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Longinus turns his attention to passion in Section XIII of this treatise. He takes the view that passion is definitely not synonymous with sublime literature. He argues that some passions can be found which have nothing to do with sublimity and are "of a low order," which he characterises as being pity, grief and fear. Equally, Longinus argues that it is perfectly possible to find examples of the sublime which have nothing to do with passion, and gives an example from The Odyssey. However, Longinus definitely disagrees with the idea that passion does not have anything to do with sublimity, as the final sentence of this section makes evident:
I would affirm with confidence that there is no tone so lofty as that of genuine passion, in its right place, when it bursts out in a wild gust of mad enthusiasm and as it were fills the speaker's words with frenzy.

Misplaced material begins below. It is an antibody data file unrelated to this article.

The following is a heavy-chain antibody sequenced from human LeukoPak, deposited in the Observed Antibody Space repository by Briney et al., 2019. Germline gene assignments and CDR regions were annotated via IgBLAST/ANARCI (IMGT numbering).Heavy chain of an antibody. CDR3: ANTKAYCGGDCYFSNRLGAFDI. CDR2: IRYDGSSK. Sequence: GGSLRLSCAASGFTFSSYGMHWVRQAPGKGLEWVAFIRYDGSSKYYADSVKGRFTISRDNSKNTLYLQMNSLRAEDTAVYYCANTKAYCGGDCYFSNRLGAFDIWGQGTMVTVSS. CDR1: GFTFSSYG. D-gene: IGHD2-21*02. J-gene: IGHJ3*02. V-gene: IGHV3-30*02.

Passion therefore cannot be completely separated from the sublime, as it often plays an important and valuable part in creating sublimity, but it is definitely not synonymous with sublimity and the two terms must not be used interchangably, Longinus argues.
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